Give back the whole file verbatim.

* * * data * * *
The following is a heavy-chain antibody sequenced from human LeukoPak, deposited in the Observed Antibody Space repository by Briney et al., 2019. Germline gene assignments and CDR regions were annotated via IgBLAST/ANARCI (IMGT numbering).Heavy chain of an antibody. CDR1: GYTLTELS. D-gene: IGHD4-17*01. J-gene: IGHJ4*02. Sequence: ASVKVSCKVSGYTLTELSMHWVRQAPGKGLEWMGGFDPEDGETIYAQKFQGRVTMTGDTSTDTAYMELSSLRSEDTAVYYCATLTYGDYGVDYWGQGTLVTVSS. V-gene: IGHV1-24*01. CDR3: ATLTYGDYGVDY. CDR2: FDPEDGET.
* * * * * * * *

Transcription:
The following is a heavy-chain antibody sequenced from human LeukoPak, deposited in the Observed Antibody Space repository by Briney et al., 2019. Germline gene assignments and CDR regions were annotated via IgBLAST/ANARCI (IMGT numbering).Heavy chain of an antibody. CDR1: GYTLTELS. D-gene: IGHD4-17*01. J-gene: IGHJ4*02. Sequence: ASVKVSCKVSGYTLTELSMHWVRQAPGKGLEWMGGFDPEDGETIYAQKFQGRVTMTGDTSTDTAYMELSSLRSEDTAVYYCATLTYGDYGVDYWGQGTLVTVSS. V-gene: IGHV1-24*01. CDR3: ATLTYGDYGVDY. CDR2: FDPEDGET.